One of the most important tasks of managers is to ensure that workers act in line with the interest of the firm or organization. Managers hence frequently intervene in production by monitoring workers, controling them, or by providing incentives to them. Psychologists have long recognized that these interventions may have negative consequences on motivation (Deci, 1971). Bénabou and Tirole (2003) pioneered the economic analysis of such ‘crowding out of intrinsic motivation.’ Their model and the ensuing literature are concerned with the relationship between a manager and a single worker (see, e.g., Sliwka, 2007, Herold, 2010, Falk and Kosfeld, 2006 and Schnedler, 2011). In reality, however, production often takes place in teams with several workers. Moreover, industrial psychologists point out that teams are particularly prone to negative effects of intervention.1 Here, we argue that managerial interventions reveal to committed team members that a colleague is not committed, which reduces their effort on tasks that cannot be monitored. Managerial intervention hence involves a trade-off between ensuring effort by uncommitted team members and crowding out that of committed ones. How this trade-off plays out is illustrated in a simple static model with a manager and two workers, A and B, in Section 2. We assume that worker A is publicly known to be committed to the team. In other words, he cares about team output. B's commitment is the manager's private information. Production involves two tasks: a normal task with verifiable effort and an extra task with unverifiable effort. Efforts at the extra task are complements in the production of output; that is, any committed worker will only be willing to exert extra effort if his colleague is likely to be committed and matches this effort. So, worker A reduces extra effort when the manager's intervention signals that B is not committed. We use this model to predict the effects of intervention in teams in Section 3. The nature of the equilibrium depends on the importance of the extra task, and the general commitment in the workforce. First, when the extra task is not important, the manager empowers if and only if B is committed. The manager's information is then perfectly revealed. Compared to a self-managed team, two problems are eliminated: (i) the waste of extra effort by a committed worker who wrongly believes his colleague to be committed and (ii) the withholding of extra effort by a committed worker who wrongly believes his colleague to be uncommitted. The manager does not always intervene, which leads to the interesting observation that the mere presence of a manager sometimes suffices to improve on the outcomes of a self-managed team. Second, when the extra task is important and the general commitment in the workforce is high (so that B is likely to be committed), the manager always empowers the team and worker A always exerts extra effort. The manager hides her information because she does not want to lose this extra effort. As the manager never intervenes, her presence makes no difference, and the team may just as well be self-managed. Third, when the extra task is important but the general commitment in the workforce is low, the manager empowers committed workers, but only occasionally intervenes with uncommitted workers. The manager's information is then partially revealed: sometimes, the manager empowers uncommitted workers. In this case, empowerment deliberately deceives committed workers in order to induce them to exert extra effort. This extra effort is partially wasted because it is not matched by the uncommitted colleague. In Section 4, we examine three variations of the model to check for robustness. First, we relax the assumption that the manager is perfectly informed. As long as the information held by the manager is independent of that by the workers, interventions continue to be a potential signal for commitment and the essence of our results remains valid. However, since the manager's information may be wrong, sometimes she erroneously intervenes in the work of committed workers who then exert no extra effort. We call this the tragedy of committed but unmotivated workers, which is an unwanted side effect of having a manager. As another variation, we examine the case that all workers’ commitment is unknown and find that results are robust. Finally, we look at the possibility that committed workers repeatedly interact, so that effort can become a credible signal for commitment. We then discuss the limits of using this signal to re-establish trust after an unnecessary intervention. The next section relates our paper to the literature, while the last section concludes.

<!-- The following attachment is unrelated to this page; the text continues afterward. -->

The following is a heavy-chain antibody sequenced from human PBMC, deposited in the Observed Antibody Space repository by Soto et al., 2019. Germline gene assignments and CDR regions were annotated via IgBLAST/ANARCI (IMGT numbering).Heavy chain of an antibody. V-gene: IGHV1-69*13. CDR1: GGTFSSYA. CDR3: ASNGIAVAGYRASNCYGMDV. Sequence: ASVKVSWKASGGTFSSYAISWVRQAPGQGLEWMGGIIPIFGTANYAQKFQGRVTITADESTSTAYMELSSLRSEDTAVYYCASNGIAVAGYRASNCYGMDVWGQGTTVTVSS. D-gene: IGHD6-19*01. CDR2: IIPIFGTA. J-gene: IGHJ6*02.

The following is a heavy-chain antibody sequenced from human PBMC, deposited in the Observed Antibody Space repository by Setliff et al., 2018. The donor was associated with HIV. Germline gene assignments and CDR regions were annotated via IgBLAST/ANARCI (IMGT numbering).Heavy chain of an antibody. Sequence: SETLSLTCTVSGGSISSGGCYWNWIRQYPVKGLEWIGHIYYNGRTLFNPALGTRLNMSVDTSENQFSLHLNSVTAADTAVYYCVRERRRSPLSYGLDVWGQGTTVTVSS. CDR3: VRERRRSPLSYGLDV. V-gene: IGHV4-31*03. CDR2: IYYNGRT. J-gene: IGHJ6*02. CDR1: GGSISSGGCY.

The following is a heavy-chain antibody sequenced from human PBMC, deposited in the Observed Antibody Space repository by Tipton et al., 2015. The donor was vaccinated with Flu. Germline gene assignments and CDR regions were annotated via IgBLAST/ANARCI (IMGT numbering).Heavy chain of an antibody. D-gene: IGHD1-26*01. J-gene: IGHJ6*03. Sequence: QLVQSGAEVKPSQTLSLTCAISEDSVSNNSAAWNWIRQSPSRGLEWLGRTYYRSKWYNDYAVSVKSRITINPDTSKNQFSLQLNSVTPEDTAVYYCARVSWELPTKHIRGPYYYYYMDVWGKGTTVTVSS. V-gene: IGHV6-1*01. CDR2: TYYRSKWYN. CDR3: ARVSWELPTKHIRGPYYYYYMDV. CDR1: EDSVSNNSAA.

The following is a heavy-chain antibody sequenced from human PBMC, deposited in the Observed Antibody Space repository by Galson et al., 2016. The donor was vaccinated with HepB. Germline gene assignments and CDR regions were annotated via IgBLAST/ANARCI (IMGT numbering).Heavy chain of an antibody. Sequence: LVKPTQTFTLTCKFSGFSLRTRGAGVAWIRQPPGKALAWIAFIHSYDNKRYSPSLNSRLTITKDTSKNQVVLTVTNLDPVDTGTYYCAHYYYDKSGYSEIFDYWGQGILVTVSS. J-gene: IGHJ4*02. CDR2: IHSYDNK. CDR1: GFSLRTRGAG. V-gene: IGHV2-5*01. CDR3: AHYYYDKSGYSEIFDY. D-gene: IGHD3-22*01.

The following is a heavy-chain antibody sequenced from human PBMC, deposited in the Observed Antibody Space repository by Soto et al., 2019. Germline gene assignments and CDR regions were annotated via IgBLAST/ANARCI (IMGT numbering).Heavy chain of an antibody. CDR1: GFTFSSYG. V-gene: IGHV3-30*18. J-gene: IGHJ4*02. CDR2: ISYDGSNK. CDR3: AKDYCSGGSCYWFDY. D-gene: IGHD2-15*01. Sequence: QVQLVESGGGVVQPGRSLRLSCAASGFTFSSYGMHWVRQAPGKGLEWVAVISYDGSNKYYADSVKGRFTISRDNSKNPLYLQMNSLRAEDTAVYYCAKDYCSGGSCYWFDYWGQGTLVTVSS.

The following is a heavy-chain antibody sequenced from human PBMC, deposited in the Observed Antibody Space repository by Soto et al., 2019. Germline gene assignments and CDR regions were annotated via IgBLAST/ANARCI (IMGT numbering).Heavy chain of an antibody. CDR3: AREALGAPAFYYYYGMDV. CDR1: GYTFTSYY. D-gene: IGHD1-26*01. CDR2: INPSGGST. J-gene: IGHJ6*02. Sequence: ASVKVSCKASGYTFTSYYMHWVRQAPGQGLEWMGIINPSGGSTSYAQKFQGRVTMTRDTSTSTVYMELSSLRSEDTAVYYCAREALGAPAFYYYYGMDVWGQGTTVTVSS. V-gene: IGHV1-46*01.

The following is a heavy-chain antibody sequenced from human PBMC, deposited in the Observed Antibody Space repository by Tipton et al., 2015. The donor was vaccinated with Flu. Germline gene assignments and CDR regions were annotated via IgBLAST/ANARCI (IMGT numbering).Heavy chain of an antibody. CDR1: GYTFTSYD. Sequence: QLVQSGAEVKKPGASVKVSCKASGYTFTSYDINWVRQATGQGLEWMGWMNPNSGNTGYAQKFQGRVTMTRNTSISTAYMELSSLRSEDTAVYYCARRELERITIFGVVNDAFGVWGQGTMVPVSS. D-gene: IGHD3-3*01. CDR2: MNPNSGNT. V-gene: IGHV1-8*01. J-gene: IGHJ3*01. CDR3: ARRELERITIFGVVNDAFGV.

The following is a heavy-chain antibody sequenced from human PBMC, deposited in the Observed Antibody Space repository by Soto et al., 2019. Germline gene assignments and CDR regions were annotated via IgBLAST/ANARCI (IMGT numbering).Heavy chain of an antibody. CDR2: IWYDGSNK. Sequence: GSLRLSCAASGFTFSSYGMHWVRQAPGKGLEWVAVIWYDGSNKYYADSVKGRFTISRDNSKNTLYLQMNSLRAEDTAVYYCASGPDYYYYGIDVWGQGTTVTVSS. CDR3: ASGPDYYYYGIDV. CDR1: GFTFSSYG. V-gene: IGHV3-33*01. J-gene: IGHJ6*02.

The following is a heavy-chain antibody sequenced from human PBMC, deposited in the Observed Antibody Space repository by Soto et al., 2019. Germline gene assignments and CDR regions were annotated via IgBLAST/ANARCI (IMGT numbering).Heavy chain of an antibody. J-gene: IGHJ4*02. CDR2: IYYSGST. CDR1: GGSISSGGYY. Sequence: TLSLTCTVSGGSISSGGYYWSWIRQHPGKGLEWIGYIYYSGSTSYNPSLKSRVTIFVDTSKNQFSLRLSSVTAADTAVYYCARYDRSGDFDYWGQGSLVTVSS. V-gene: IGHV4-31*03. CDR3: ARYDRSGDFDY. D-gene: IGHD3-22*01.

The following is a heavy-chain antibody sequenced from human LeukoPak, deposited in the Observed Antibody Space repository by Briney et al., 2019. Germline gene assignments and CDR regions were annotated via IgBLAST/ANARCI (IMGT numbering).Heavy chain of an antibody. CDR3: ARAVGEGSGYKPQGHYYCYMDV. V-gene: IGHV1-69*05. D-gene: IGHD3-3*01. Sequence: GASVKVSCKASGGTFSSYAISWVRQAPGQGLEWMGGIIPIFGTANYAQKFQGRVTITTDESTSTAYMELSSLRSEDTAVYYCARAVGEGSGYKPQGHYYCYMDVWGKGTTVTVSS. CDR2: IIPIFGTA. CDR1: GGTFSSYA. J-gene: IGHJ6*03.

نتیجه گیری انگلیسی
We have presented a first step toward an economic theory of team governance. A manager, who decides whether to empower the team or to intervene, faces a simple trade-off. While intervening increases effort for tasks that can be monitored easily, it may distort the effort incentives for tasks that cannot be monitored. The reason is that it affects team members’ beliefs about the commitment of their colleagues to the joint output. It follows that the optimality of intervention vs. empowerment depends on both prior beliefs about team members’ commitment and the importance of tasks that cannot be monitored. In a dynamic perspective, interventions may destroy the trusting atmosphere that is required for voluntary effort.